In the early Sixties the phrase “French film” was invariably accompanied by a leer. Public awareness of directors like Fellini, Antonioni, Godard, and Truf­faut, an awareness which would blos­som later in the decade, was only be ginning to sprout, mostly on college campuses. “I had a small core of regu­lars,” Boriski recalls, “which was just large enough to cover my expenses. But to make any money at all, and I’ve never made much, I had to attract some people, just a few people, outside that core.”

On the other hand, this limited de­mand meant that the films he showed could be rented from distributors for very little money. The film that con­sistently drew the largest crowds at the Alray was Black Orpheus. “I could rent it for $25 for three days of show­ings,” Boriski explained later. “I brought it back seventeen or eighteen times and it always helped me when things started getting tight. To rent that film today I’d have to put up a $500 guarantee which I’d have to pay whether anyone came to see it or not.”

The Alray’s audience was mostly Saint Thomas and Rice students seasoned with a heavy sprinkling of people from vari­ous walks of life who for one reason or another were interested in film. This dedicated core over the years came to recognize each other and tended to take a personal interest in the running of the theater. “They would stay after the show was over,” Boriski says, “and sug­gest films or give me ideas on how to run the place better.” This feeling of community was amplified by the long drive out to the theater, by its obscure location, by its tiny and unpretentious building, and by the growing realization on the part, of the patrons that the films they were seeing were something special for that time and place, just as the Al­ray itself was. And going there had its own memorable idiosyncrasies. One night sometime in 1965 I drove out with three other people to see a re­vival of Rudolph Valentino in The Eagle. We arrived to find a sheepish Ray Boriski smelling of smoke. Valentino’s love scenes were evidently torrid as ever—the film had caught fire in the projectors. For revenge, Boriski buried the charred film in the middle of the Alray’s parking lot.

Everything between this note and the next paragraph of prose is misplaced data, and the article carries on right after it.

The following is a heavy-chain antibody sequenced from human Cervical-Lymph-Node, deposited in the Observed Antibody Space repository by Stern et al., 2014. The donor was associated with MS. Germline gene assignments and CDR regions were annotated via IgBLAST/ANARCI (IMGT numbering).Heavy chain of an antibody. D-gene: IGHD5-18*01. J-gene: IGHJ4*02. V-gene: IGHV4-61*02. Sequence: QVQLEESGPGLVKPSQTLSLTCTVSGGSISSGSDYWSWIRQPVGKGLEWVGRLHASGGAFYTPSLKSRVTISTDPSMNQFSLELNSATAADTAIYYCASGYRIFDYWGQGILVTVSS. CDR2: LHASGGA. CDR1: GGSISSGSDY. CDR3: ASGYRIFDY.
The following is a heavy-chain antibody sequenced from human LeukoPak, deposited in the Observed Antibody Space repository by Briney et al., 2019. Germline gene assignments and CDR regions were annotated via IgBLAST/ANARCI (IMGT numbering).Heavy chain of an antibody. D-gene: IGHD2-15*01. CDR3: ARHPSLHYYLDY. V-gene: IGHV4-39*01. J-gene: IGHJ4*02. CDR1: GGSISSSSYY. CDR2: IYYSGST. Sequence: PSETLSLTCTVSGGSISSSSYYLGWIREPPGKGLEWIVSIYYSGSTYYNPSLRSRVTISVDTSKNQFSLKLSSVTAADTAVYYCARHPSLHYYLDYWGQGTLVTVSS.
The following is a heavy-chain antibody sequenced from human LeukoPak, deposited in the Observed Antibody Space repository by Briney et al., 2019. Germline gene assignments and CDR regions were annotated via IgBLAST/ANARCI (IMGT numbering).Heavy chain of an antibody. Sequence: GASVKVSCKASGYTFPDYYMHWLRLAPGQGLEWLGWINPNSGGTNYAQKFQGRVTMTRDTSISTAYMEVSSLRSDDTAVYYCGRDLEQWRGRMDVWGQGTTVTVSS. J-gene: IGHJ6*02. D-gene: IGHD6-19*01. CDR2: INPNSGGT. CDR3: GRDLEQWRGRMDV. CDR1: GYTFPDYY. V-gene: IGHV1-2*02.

But as the decade wore on, the Alray became harder and harder to keep go­ing. For one thing, the directors whose movies Ray Boriski had been showing in his small theater had started getting more general notice in the United States. Their new films were now distributed by major studios and played in the city’s larger theaters. Films like Antonioni’s Zabriskie Point or Truffaut’s Fahrenheit 451 were released with na­tional publicity and a price tag to ex­hibitors that the Alray couldn’t afford. With a larger audience these films could no longer command the kind of cult appeal that had given Boriski his central core of patrons. And the energy seemed to go out of foreign films. By the late Sixties the best contemporary movies were being made by Americans and there just weren’t enough new films from Europe to keep drawing customers back to the Alray.

Still, Boriski thinks he might have been able to hold on even at that if it weren’t for inflation. It not only affected the rental price of films but every other expense in running a theater. Projec­tionists, for instance, earn over $400 a week today, which would be a fairly healthy chunk from an average $700 a week gross. And he could not raise his prices enough to meet the rise in his costs. “I’ve had a lot of people who had money coming to my theater,” he re­calls. “Arty types. Women in suede coats and nice shoes, art gallery people, that kind of thing. And you know something about people like that? They’re stingy. A foreign film in those days was like a fine wine. You’d actual­ly expect to pay a premium for it. But when I raised my price from $1.50 to $1.80 you should have heard people complain. It was like I’d let them down. I was never able to charge enough. To­day I charge $4 and nobody says a thing. And they’re paying for junk. Junk.”

By 1969 things had gotten to the point that Ray knew he couldn’t go on with the theater the way he had been. He instituted the policy of showing “beaver” films (sixteen-millimeter loops of women undressing, including that old taboo, “full frontal nudity”) in the after­noon until six o’clock and then starting again at seven with foreign movies. It brought in some money, but really didn’t work very well. “You can’t run a theater with two policies. The heavy breathers weren’t interested in the film buffs and the film buffs thought it was a kind of sacrilege to show nude women on the same screen as their movies.”

Near the end of 1969, Boriski threw in the towel and started showing nothing but “adult films.” His first feature was a film named Man and Wife which he charged $5 to see. In the first hour he grossed more than he had during the entire previous week of foreign films. And the Alray has been a consistent money-maker ever since. Today Boriski maintains an office on Montrose Street, and rarely visits the theater he spent so many years trying to keep alive.

“You want to know what I do with the money?” he asks. “I travel. After spending ten years in that one little place, my wife and I go out to see what the rest of the world is like. I suppose if I had started with adult films five years earlier I’d be so wealthy by now I wouldn’t ever need to work. But that’s all right. I think I did something to make my community a little better back then, tried to give people something they wouldn’t have gotten, and I worked hard doing it. I’m going to relax a little now.”